Day At The Track

A significant employer, contributor to economy

02:43 AM 16 Jan 2021 NZDT
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Tasracing, harness racing
Tasracing

An editorial in this newspaper at the weekend (Racing's reputation on the line, Adv., Jan. 9) raised a number of issues that require a response on behalf of the industry.

The opinion piece posed questions about the community's support for racing going forward, and support for the Tasmanian government's annual financial contribution to its operations.

At the outset it is important to note that the North-West Coast community has a long association with the Tasmanian racing industry across all three codes.

Racing is an industry that touches virtually every region of the state and delivers economic flow-on across a very wide range of sectors.

In nearby Devonport there are 14 harness meetings and 52 greyhound meetings (plus trials) held at the Devonport Showgrounds every year. This racing activity at the showgrounds invests nearly $3 million into the North-West Coast economy.

Beyond Devonport, there are four harness meetings at Burnie and seven meetings on King Island for thoroughbred and harness racing. They are also great social and community events that bring their respective communities together.

The Ladbrokes Devonport Cup (the 100th Devonport Cup was run in 2018) is not only a significant day on the Tasmanian Summer racing calendar, but is an important social occasion on the North-West Coast.

Sadly, a horse trained by Spreyton-based Adam Trinder died of a suspected heart attack during the meeting.

The death was immediately labelled an animal welfare issue by some well-known industry critics.

Tasracing CEO Paul Eriksson

 Tasracing CEO Paul Eriksson

 

Both Tasracing and the broader racing industry understand it is critical that animal welfare measures meet community expectations and are in line with community values. Tasracing employs an animal welfare manager whose title is self-explanatory.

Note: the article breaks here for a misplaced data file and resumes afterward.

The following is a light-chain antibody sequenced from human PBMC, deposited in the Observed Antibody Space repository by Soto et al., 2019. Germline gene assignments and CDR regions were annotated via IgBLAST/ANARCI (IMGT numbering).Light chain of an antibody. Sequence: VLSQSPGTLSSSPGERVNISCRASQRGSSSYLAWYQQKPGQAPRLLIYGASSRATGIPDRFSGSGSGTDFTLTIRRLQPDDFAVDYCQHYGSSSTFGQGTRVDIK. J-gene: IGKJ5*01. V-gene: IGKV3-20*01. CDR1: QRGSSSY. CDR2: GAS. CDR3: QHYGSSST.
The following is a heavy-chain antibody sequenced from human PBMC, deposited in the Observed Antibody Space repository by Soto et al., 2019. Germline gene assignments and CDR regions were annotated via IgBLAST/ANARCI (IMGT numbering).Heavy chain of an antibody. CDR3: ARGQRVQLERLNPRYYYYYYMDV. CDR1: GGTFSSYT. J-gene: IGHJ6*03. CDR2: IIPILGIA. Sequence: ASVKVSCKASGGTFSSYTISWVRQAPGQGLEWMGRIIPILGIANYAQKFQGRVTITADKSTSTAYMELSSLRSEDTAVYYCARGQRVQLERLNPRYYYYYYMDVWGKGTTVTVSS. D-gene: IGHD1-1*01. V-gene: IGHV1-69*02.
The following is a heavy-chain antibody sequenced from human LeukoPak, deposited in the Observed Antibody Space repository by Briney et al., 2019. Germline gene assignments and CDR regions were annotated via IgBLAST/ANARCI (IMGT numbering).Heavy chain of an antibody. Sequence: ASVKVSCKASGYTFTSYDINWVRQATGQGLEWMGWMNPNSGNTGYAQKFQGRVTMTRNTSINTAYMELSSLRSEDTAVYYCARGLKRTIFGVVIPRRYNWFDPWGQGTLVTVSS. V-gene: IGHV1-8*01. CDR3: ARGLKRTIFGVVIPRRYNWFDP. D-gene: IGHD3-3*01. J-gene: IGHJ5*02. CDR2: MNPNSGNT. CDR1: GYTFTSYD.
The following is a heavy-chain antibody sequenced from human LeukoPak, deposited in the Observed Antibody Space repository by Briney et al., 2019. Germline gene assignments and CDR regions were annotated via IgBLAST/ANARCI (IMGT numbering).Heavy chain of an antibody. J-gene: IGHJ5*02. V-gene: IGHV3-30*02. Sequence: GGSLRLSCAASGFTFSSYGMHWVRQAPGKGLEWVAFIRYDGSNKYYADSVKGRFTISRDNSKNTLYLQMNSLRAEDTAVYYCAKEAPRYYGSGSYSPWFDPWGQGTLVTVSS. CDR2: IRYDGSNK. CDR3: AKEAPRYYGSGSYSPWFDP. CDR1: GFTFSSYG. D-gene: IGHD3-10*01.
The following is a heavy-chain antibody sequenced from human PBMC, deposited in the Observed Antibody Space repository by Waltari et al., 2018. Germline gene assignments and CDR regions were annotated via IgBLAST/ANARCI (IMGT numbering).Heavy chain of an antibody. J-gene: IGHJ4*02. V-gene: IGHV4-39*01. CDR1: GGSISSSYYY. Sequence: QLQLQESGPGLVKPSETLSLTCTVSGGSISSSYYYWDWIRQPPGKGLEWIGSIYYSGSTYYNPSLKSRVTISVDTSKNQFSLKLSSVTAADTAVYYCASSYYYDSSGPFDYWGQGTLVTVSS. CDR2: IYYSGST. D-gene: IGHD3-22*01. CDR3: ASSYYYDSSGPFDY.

Every year significant amounts of money are invested across the industry to ensure the welfare of animals is protected.

In addition to programs for horses and greyhounds after their racing life, Tasracing is upgrading and improving racing facilities to improve the welfare of the animal during their racing career.

These include track renovations, upgraded surfaces in parade and mounting yard areas and stalls, upgrades to kennels, changes to racing equipment, improvements in maintenance and track management practices and improved welfare policies and procedures.

The welfare of all racing animals in Tasmania is a core priority for Tasracing. And Tasracing stands by its approach, which is as good as any racing jurisdiction in Australia.

And we want to appropriately debate the issue in the community.

While racing animals are high-performance athletes and their care, exercising and maintenance is a 24-hour, seven-day-a-week task, all industry participants are passionate about their sport and the animals in their care. No one could have predicted the unfortunate death of the horse.

As Adam Trinder wrote on his website after the Devonport Cup meeting: "It was a sombre day for the stable with one of our much-loved team members, Douglas, not making it back home to his box tonight."

While via Tasracing, racing in Tasmania costs nearly $50 million a year to run ($31 million of which is funded by the government via a funding deed), it is worth more than $100 million a year to the economy through activities including but not limited to animal breeding, veterinary services, food and beverage, retail and tourism.

The industry employs more than 2000 people directly with 5000 people employed or participating (particularly in rural and regional areas which are often impacted by higher unemployment levels).

Racing is an industry that touches virtually every region of the state and delivers economic flow-on across a very wide range of sectors.

The Tasmanian government is a strong supporter of the racing industry, and has recently committed to contributing $8 million over the next two years to underpin the development of new harness and greyhound racing facilities in the North-West.

Tasracing intends to build new race tracks for both the harness and greyhound codes.

The move away from the Devonport Showgrounds will allow for a proposed $75 million residential development to occur at the site providing a major economic boost to the city and the region more broadly.

Tasracing has started work on potential locations for new facilities, including looking at a tri-code facility at Spreyton.

Paul Eriksson is the chief executive officer of Tasracing

Reprinted with permission of The Advocate

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